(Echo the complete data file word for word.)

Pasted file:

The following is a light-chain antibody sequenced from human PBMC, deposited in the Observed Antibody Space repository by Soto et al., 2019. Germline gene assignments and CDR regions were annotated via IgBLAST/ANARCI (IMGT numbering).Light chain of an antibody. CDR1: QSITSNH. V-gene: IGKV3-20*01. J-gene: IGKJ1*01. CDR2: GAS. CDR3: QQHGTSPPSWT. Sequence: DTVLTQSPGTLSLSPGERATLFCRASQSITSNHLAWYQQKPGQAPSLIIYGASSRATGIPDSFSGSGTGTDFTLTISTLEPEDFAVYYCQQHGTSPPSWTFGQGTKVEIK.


The following is a light-chain antibody sequenced from human PBMC, deposited in the Observed Antibody Space repository by Soto et al., 2019. Germline gene assignments and CDR regions were annotated via IgBLAST/ANARCI (IMGT numbering).Light chain of an antibody. CDR1: QSITSNH. V-gene: IGKV3-20*01. J-gene: IGKJ1*01. CDR2: GAS. CDR3: QQHGTSPPSWT. Sequence: DTVLTQSPGTLSLSPGERATLFCRASQSITSNHLAWYQQKPGQAPSLIIYGASSRATGIPDSFSGSGTGTDFTLTISTLEPEDFAVYYCQQHGTSPPSWTFGQGTKVEIK.